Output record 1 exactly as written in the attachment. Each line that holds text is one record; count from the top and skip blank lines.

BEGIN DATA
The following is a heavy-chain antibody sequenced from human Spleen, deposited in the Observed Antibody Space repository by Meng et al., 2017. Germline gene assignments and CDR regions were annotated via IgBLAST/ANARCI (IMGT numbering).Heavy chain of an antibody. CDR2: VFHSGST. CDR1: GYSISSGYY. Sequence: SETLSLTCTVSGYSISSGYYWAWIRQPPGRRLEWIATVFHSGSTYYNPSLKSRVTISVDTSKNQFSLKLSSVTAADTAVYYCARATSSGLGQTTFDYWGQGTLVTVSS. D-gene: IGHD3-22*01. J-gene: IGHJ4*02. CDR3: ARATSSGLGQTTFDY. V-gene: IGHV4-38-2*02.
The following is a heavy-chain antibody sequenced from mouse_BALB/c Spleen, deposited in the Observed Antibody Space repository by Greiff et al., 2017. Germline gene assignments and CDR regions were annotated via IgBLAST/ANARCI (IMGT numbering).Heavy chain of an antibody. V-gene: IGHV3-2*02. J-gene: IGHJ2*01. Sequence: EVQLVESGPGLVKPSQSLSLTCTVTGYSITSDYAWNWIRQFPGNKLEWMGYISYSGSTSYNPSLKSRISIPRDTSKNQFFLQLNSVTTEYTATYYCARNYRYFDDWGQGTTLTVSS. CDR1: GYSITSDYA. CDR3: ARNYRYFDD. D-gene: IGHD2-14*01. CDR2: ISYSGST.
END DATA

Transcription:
The following is a heavy-chain antibody sequenced from human Spleen, deposited in the Observed Antibody Space repository by Meng et al., 2017. Germline gene assignments and CDR regions were annotated via IgBLAST/ANARCI (IMGT numbering).Heavy chain of an antibody. CDR2: VFHSGST. CDR1: GYSISSGYY. Sequence: SETLSLTCTVSGYSISSGYYWAWIRQPPGRRLEWIATVFHSGSTYYNPSLKSRVTISVDTSKNQFSLKLSSVTAADTAVYYCARATSSGLGQTTFDYWGQGTLVTVSS. D-gene: IGHD3-22*01. J-gene: IGHJ4*02. CDR3: ARATSSGLGQTTFDY. V-gene: IGHV4-38-2*02.